The Elephants of Mars by Joe Satriani
A pioneer of electric guitar, American virtuoso Joe Satriani continues to impress with his musical evolution. As regular as a metronome, Satch continues to release an album every two years. With this new album, his 18th, Satriani, is still pursuing sonic experimentation.
With his long-time sidekick Eric Caudieux back on board (and with the addition of the renowned drummer Kenny Aronoff), Elephants of Mars is another left turn for Joe. Satriani is still thinking outside the box, a bit less on the rockier side than the last two. The complexity of some melodies gets all the attention, and the presence of keyboards on several titles adds to the musical palette. From the first notes of Sahara, we quickly understand that Satriani launches us into a different universe. Without being as experimental as Engines of Creation, we feel the desire for Joe to bring something different to the table.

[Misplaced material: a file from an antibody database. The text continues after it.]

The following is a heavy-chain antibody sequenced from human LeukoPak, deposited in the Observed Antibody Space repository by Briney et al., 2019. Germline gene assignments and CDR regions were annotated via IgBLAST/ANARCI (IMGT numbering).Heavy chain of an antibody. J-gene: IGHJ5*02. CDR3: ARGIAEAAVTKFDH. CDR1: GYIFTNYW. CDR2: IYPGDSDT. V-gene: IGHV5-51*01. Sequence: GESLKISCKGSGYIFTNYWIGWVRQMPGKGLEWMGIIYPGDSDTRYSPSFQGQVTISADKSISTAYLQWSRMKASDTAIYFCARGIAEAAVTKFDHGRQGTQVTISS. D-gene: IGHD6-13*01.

Album sequencing has always been one of Satriani’s strengths, and it is still the case with The Elephants of Mars. Faceless, the third track on the album, is a nice slow tempo number that brings the listener back to Satriani’s roots. With a simple but catchy melody, the song features one of the best ballads in Satriani’s catalog, a style that he masters perfectly. Other standout tracks, Tension and Release and Sailing the Seas of Ganymede, include oriental rhythms and sounds, themes that he briefly explored in his 2009 release Professor Satchafunkilus and the Musterion of Rock.
With a strong desire to keep things fresh with every release, The Elephants of Mars is another winner for Satriani. By continuously pushing musical boundaries and exploring the new sonic territory, Satch delivers on all fronts.